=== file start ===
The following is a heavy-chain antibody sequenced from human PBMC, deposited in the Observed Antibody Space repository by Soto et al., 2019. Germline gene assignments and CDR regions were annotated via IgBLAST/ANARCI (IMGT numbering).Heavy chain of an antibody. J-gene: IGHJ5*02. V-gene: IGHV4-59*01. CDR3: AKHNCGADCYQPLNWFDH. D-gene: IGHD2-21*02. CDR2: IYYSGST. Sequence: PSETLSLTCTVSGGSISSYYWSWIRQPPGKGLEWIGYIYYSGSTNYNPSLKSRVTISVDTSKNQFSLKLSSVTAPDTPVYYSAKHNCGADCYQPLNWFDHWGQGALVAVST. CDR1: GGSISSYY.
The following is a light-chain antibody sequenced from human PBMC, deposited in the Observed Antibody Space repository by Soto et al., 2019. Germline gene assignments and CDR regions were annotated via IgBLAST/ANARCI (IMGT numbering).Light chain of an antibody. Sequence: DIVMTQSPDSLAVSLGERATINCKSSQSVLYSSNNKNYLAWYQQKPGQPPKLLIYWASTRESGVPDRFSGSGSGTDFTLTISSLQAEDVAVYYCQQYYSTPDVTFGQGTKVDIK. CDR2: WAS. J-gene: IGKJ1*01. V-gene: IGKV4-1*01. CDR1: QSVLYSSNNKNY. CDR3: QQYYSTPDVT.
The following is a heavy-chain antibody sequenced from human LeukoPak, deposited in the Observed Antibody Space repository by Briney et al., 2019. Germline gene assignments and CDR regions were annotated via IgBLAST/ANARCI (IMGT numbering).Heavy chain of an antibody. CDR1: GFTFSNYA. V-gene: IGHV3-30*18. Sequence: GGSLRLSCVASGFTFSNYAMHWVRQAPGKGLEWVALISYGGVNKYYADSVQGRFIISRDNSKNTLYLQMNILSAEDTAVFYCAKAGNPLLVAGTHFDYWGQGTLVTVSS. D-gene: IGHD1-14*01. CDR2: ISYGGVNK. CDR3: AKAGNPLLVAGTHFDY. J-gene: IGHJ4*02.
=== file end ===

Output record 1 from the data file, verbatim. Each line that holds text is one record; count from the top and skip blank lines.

The following is a heavy-chain antibody sequenced from human PBMC, deposited in the Observed Antibody Space repository by Soto et al., 2019. Germline gene assignments and CDR regions were annotated via IgBLAST/ANARCI (IMGT numbering).Heavy chain of an antibody. J-gene: IGHJ5*02. V-gene: IGHV4-59*01. CDR3: AKHNCGADCYQPLNWFDH. D-gene: IGHD2-21*02. CDR2: IYYSGST. Sequence: PSETLSLTCTVSGGSISSYYWSWIRQPPGKGLEWIGYIYYSGSTNYNPSLKSRVTISVDTSKNQFSLKLSSVTAPDTPVYYSAKHNCGADCYQPLNWFDHWGQGALVAVST. CDR1: GGSISSYY.